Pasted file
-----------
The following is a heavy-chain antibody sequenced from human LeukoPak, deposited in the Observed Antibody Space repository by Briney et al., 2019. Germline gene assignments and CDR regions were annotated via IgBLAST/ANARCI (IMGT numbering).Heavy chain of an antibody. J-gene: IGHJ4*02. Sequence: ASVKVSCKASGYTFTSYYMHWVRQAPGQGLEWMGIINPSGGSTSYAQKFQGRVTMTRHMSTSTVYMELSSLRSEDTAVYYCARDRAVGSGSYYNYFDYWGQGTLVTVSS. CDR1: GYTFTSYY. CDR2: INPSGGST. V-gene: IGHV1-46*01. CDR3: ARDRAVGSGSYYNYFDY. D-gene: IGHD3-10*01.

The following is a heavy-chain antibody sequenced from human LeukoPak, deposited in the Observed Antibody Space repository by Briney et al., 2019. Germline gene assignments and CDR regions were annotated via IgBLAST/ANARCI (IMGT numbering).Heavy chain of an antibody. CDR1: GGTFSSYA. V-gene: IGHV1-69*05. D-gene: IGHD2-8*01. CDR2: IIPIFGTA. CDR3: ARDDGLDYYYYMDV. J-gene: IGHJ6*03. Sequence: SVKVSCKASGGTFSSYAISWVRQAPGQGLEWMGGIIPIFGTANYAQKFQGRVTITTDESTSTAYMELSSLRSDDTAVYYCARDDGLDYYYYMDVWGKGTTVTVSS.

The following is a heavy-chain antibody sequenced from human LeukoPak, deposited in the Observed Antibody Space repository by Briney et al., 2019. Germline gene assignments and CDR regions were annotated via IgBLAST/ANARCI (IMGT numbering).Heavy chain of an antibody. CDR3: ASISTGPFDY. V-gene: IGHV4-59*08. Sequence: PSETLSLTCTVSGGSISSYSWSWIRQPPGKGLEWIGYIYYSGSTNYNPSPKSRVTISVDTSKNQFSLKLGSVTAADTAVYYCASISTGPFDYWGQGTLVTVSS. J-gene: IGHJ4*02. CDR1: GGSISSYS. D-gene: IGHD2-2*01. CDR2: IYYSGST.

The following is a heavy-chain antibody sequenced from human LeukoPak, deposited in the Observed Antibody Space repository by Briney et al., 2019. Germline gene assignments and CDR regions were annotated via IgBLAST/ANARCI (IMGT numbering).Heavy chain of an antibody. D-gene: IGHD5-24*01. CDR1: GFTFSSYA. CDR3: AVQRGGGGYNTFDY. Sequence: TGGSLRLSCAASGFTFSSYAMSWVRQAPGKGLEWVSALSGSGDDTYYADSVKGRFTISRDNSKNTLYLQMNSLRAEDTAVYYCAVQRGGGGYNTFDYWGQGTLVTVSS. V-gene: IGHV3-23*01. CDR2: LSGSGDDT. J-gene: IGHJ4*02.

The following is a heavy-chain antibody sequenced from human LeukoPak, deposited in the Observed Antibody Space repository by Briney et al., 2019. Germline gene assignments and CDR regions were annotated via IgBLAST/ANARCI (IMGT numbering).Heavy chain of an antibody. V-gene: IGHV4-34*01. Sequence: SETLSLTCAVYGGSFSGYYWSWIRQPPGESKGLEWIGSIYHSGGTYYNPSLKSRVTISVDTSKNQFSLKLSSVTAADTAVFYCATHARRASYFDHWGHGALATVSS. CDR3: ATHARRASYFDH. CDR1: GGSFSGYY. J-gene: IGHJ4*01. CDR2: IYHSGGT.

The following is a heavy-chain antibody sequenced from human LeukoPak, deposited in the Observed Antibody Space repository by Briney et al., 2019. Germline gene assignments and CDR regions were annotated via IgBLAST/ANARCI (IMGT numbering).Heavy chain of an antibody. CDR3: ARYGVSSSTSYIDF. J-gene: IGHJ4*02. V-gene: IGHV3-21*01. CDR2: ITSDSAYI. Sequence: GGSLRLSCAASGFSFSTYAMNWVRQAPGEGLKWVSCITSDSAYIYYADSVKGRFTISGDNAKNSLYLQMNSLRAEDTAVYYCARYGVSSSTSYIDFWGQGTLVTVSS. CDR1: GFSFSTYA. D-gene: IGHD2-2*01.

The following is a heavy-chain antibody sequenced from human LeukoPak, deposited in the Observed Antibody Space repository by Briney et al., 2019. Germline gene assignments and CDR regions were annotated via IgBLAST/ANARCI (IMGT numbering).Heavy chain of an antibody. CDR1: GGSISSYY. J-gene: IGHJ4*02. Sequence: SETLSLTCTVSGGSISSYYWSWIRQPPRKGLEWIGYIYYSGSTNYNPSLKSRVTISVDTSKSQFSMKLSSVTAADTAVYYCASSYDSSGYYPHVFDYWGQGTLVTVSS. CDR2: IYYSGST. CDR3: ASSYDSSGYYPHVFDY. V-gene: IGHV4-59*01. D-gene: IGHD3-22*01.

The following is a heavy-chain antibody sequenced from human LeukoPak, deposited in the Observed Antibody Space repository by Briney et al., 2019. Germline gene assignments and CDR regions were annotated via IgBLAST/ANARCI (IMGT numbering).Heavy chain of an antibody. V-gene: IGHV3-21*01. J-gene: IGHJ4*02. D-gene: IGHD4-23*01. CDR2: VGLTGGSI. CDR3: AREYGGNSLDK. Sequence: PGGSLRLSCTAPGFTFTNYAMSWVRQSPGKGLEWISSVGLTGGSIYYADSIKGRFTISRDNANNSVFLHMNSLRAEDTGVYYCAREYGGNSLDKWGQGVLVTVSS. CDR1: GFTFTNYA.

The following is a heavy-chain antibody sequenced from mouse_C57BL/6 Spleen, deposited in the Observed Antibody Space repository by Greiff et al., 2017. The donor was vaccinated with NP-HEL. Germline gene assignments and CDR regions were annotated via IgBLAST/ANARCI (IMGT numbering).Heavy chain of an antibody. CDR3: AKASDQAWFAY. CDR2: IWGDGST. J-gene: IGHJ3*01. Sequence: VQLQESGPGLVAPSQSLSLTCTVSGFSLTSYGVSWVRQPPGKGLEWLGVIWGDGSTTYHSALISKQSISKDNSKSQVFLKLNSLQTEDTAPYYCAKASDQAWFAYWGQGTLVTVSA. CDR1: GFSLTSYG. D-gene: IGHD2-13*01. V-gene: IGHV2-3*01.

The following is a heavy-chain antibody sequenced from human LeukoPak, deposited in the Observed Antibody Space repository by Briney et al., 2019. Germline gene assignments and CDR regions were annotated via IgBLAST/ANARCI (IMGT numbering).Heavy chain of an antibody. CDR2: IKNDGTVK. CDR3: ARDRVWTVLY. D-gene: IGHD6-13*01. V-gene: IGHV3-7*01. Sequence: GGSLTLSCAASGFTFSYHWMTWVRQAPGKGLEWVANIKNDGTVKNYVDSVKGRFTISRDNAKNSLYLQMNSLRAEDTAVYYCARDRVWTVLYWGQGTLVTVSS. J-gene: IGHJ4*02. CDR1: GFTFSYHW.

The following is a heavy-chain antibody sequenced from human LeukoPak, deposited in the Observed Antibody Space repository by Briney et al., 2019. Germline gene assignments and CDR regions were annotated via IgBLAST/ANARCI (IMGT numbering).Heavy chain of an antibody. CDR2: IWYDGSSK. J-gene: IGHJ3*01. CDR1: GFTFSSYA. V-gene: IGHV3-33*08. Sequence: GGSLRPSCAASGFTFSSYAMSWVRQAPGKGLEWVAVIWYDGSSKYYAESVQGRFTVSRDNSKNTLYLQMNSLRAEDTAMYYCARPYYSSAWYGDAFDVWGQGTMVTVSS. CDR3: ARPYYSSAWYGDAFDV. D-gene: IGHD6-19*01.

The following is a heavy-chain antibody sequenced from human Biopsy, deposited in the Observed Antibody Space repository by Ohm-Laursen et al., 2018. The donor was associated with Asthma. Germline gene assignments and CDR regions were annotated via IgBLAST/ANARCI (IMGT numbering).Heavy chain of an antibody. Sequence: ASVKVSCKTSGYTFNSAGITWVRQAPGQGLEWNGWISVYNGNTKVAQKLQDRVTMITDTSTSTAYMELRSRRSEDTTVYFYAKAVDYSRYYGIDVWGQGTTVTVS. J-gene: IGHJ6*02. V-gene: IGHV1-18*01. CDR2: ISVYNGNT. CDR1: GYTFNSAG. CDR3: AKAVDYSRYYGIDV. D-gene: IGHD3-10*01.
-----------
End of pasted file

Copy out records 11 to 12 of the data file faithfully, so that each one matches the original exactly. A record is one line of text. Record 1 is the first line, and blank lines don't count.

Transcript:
The following is a heavy-chain antibody sequenced from human LeukoPak, deposited in the Observed Antibody Space repository by Briney et al., 2019. Germline gene assignments and CDR regions were annotated via IgBLAST/ANARCI (IMGT numbering).Heavy chain of an antibody. CDR2: IWYDGSSK. J-gene: IGHJ3*01. CDR1: GFTFSSYA. V-gene: IGHV3-33*08. Sequence: GGSLRPSCAASGFTFSSYAMSWVRQAPGKGLEWVAVIWYDGSSKYYAESVQGRFTVSRDNSKNTLYLQMNSLRAEDTAMYYCARPYYSSAWYGDAFDVWGQGTMVTVSS. CDR3: ARPYYSSAWYGDAFDV. D-gene: IGHD6-19*01.

The following is a heavy-chain antibody sequenced from human Biopsy, deposited in the Observed Antibody Space repository by Ohm-Laursen et al., 2018. The donor was associated with Asthma. Germline gene assignments and CDR regions were annotated via IgBLAST/ANARCI (IMGT numbering).Heavy chain of an antibody. Sequence: ASVKVSCKTSGYTFNSAGITWVRQAPGQGLEWNGWISVYNGNTKVAQKLQDRVTMITDTSTSTAYMELRSRRSEDTTVYFYAKAVDYSRYYGIDVWGQGTTVTVS. J-gene: IGHJ6*02. V-gene: IGHV1-18*01. CDR2: ISVYNGNT. CDR1: GYTFNSAG. CDR3: AKAVDYSRYYGIDV. D-gene: IGHD3-10*01.